But in most communities, those options don't exist. So what to do?
According to Dr. Matthew Cheng, an infectious disease doctor at McGill University Health Centre, "the safest thing would ideally be to walk."
However, if that's not possible, it's okay to take a taxi, get a ride from a friend, or take public transit, he said.
If a friend is offering a ride, he recommends making sure that person follows public health guidelines, so as not to expose yourself to more risk. A ride from that kind of friend may be safer than a taxi or Uber driver, who is potentially exposed to many people a day.
In any case, he recommends that to reduce risk during the ride:
- Wear a mask.
- Clean your hands.
- Keep the windows open.
WATCH | What to expect in a taxi or ride-hailing service
Can you get COVID twice?
There are still knowledge gaps when it comes to understanding our immune response to the virus that causes COVID-19, including how well, and for how long, someone who has recovered from the disease is protected from reinfection.
"In most cases you would expect those antibodies to provide you with protection for a period of time," said Dr. Michael Ryan, the World Health Organization's head of emergencies. But we don't yet know how lasting that protection is against the virus that causes COVID-19.
In most of these cases, the patients contracted a different strain of the virus and their reinfection symptoms appeared to be relatively mild. However, doctors said the Nevada patient developed more severe COVID-19 symptoms the second time around.
Reinfection "may represent a rare event," the Nevada researchers wrote. But, they said, the findings implied that initial exposure to the virus may not result in full immunity for everyone who has been infected by it.
In other research, one small study on COVID-19 immunity found that people who were asymptomatic or mildly symptomatic had their antibodies diminish within two to three months. Though larger studies are needed, the findings also cast doubt on whether "herd immunity" will ever be achieved with COVID-19, where enough of the population is protected that the virus it has nowhere else to spread. You can learn more about that study in this video.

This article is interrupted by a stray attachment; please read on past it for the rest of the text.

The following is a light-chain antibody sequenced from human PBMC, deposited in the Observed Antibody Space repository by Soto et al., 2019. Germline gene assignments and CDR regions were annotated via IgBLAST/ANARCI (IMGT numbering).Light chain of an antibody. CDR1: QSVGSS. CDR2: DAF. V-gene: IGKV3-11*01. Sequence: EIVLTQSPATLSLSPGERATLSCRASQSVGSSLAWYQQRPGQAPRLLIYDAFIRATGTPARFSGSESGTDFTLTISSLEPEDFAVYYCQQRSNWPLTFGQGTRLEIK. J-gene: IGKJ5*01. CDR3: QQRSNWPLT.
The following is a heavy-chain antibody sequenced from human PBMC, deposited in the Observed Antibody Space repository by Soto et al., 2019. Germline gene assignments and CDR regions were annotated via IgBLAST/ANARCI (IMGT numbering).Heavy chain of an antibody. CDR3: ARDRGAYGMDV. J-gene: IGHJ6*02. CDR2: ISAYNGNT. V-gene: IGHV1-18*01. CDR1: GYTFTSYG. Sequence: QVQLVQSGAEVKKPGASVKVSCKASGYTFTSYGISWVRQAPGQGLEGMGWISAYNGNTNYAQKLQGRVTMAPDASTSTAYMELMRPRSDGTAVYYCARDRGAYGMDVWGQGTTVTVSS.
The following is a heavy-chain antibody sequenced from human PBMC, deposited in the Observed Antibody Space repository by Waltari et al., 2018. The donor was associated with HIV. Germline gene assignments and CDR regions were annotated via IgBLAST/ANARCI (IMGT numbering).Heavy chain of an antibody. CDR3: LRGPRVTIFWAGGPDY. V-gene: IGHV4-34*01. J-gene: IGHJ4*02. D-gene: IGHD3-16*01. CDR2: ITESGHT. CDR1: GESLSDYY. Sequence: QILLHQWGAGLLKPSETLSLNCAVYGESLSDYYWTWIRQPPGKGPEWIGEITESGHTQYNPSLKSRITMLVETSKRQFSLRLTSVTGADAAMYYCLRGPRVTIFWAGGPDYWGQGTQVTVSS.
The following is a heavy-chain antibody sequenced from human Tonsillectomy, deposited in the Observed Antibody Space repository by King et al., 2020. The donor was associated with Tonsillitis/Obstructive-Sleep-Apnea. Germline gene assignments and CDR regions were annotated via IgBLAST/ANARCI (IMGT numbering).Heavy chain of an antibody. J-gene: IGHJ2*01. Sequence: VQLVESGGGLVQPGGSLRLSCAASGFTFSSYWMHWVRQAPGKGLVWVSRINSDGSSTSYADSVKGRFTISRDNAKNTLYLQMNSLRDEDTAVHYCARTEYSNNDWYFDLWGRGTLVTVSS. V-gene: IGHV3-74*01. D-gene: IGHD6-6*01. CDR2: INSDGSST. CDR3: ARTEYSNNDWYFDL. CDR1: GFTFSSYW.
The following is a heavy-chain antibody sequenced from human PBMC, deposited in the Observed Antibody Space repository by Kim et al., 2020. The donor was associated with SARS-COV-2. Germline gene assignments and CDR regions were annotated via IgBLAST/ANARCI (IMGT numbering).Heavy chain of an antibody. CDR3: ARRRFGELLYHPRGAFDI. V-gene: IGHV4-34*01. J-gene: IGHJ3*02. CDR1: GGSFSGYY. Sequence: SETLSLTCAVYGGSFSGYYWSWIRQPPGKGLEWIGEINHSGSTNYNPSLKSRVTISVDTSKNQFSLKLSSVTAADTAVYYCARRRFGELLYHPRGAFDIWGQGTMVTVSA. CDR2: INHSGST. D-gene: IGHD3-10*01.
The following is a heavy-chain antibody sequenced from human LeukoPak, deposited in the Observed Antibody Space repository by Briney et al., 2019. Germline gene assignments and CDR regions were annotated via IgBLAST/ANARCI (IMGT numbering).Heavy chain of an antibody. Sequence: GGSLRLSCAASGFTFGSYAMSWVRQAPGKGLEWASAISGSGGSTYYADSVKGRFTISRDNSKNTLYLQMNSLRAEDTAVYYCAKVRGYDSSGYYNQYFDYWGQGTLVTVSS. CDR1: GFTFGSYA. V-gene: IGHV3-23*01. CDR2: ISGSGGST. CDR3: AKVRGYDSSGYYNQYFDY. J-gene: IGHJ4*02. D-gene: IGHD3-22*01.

Can infrared thermometers used for COVID screening damage your pineal gland?
You've probably seen no-contact, gun-shaped thermometers being pointed at people's foreheads to screen for COVID-19-related fevers at locations ranging from supermarkets to airports to daycare centres. We've had at least one worried reader write to CBC News asking, "Is having an infrared thermometer pointed at your forehead dangerous to your brain ... specifically the pineal gland?"
The answer is no.
Infrared thermometers work by focusing the heat — infrared light — emitted from your skin onto a sensor. So your body is actually beaming infrared rays into the thermometer and not the other way around.
"The infrared devices don't actually emit anything," said Dr. Lynora Saxinger, an associate professor of medicine at the University of Alberta in an email.
There is sometimes a laser that helps focus the beam, but it needs to meet the same safety regulations as lasers in other consumer products such as toys and laser pointers.
As for the pineal gland, which produces hormones such as melatonin, it's not even anywhere near your forehead, Dr. Haris Sair, director of neuroradiology at Johns Hopkins University noted in an interview with the Associated Press: "This thing is smack dab right in the middle of the head."
If you're still nervous about getting the thermometer pointed at your forehead, it will actually work on other parts of your body. In fact, a recent study posted as a preprint (not yet peer-reviewed) found that pointing the thermometer at the wrist instead of the forehead gave a more stable measurement and both forehead and wrist measurements had great fever-screening abilities.